On March 15, Constitution Day, the United Civic Party of Belarus (UCPB) is set to hold a march of ‘idlers’. Their aim is to help Lukashenka admit that he made a blooper when signing the so-called decree on ‘social parasites’ in April 2015. The party activists started collecting signatures for the abolition of the decree.
The decree established the obligation of the citizens of Belarus, foreign citizens permanently residing in Belarus, stateless persons, who did not participate in the financing of public spending or participated in such financing less than 183 days (six months – ed.) in the past year, to pay a fee of 20 basic units (appr. $230).
“As a political structure, we cannot remain uninvolved. Moreover, a lot of UCPB members received tax office letters,” UCPB leader Anatol Lyabedzka says.
Signatures are also being collected in the regions – in Mahiliou, Byaroza, Ivyanets, Pruzhany and Baranavichi. It is part of the UCPB campaign ‘We should fight against unemployment. Not against unemployed’.
The collected signatures will be transferred to opposition MP Hanna Kanapatskaya so that she could prove when discussing the degree at the parliament that lots of the Belarusians do support the idea of revoking it.
“The authorities are trying to flog a dead horse. They do not create new jobs, do not attract investment – that is the the problem. Therefore, it is better not to pay tax on ’parasites’,” Lyabedzka believes.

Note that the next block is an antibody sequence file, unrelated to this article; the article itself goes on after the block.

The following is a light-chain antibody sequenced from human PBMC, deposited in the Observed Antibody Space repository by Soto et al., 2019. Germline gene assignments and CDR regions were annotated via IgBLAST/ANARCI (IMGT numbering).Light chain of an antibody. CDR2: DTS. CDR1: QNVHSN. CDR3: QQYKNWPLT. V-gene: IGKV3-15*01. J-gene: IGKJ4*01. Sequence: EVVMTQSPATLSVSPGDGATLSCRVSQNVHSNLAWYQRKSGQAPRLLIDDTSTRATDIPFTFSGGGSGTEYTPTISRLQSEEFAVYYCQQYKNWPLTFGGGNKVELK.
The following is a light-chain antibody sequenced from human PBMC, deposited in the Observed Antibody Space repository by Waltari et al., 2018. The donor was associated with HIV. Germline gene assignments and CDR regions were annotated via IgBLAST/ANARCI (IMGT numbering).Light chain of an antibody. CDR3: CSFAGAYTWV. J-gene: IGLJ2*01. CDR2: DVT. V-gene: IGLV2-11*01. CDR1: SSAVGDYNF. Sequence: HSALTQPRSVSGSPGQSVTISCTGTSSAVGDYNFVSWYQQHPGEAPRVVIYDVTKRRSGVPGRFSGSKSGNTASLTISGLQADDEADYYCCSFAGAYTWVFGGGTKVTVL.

On January 18, a nationwide campaign for cancelling the notorious decree on ‘social parasitism’ was launched by the Belarusian Trade Union of Radioelectronic Industry Workers (REP) and NGO Legal Assistance to Population. Anybody who wants to can sign for the abolition of the decree in REP offices in Belarusian sities and town; trade union activists will be also collecting signatures. The campaign will last until February, 18. One can also sign the petition on the Internet or leave their opinion on the website zvarot.by..
Activists point out that citizens have the right to demand further comment from tax officials. As reported earlier, a group of Rechytsa residents joined efforts to file a complaint to the tax office as they believe that the ‘parasitism’ fee is illegal.
According to human rights defenders, if the tax authorities fail to provide a proper response, one should report the situation to the prosecutor’s office, because the Belarusians’ first resort is the Constitution which provides for the right to work, but does not say working is obligatory.